One has to marvel at Something Weird Video's knack for digging out the most subterranean of obscurities-- case in point, this oddity from pre-Bay of Pigs Cuba (distributed on VHS under the title Cuban Confidential, with lurid box art to make it seem like it is some heavy-breathing melodrama-- which it is not). This spin on Celine's Journey To the End of The Night finds a listless bureaucrat who takes the day off of work to walk around the Cuban city and countryside wondering why there is so much lack of consideration for the human condition. "Why was this child allowed to die?" is typical of the many existential lines that are muttered in this rambling narrative. For a while, it almost seems that this effort is some kind of surreal, dreamlike treatise, as the protagonist wanders in a cemetery, witnesses a baby dying in a hospital, and even chats with an inmate who is sentenced to death row. It doesn't work as surrealism, nor can one perceive this as grittily realistic, witnessed by the improbable scene where he would be allowed to visit a condemned man in his cell. As it stands, the movie is stilted and thuddingly amateurish. Since this was backed by American producers (ironically, in hindsight), they had the foresight to solve dubbing problems with such an easy cop-out as the man who appears at the beginning and end, sitting in patio furniture, telling us how we're all the same, all while his back is to the camera! (I'm not sure if that's what the title means.) This essay on dehumanization is more interesting for the backgrounds: it's worth a look for the tertiary view of pre-Castro Cuba. However, for what this film is trying to do, Tomas Guittierez Alea's Death of a Bureaucrat succeeds exponentially better.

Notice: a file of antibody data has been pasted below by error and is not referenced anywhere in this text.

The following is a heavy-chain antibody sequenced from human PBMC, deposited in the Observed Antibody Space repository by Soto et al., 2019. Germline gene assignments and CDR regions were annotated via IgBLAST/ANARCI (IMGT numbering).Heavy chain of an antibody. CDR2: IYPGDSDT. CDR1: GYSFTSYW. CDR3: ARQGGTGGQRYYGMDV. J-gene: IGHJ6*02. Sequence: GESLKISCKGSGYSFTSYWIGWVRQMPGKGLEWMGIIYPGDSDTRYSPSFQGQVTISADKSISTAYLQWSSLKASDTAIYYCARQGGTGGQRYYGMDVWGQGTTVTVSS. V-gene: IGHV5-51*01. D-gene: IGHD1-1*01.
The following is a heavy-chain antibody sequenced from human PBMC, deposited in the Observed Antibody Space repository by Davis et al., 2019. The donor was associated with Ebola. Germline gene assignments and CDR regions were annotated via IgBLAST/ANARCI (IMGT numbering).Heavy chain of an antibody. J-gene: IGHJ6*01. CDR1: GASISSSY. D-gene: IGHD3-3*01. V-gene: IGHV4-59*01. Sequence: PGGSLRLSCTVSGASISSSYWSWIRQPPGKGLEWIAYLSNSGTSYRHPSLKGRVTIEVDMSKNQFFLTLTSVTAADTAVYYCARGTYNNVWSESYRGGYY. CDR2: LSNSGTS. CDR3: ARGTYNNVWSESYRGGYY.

(originally published in ESR #9)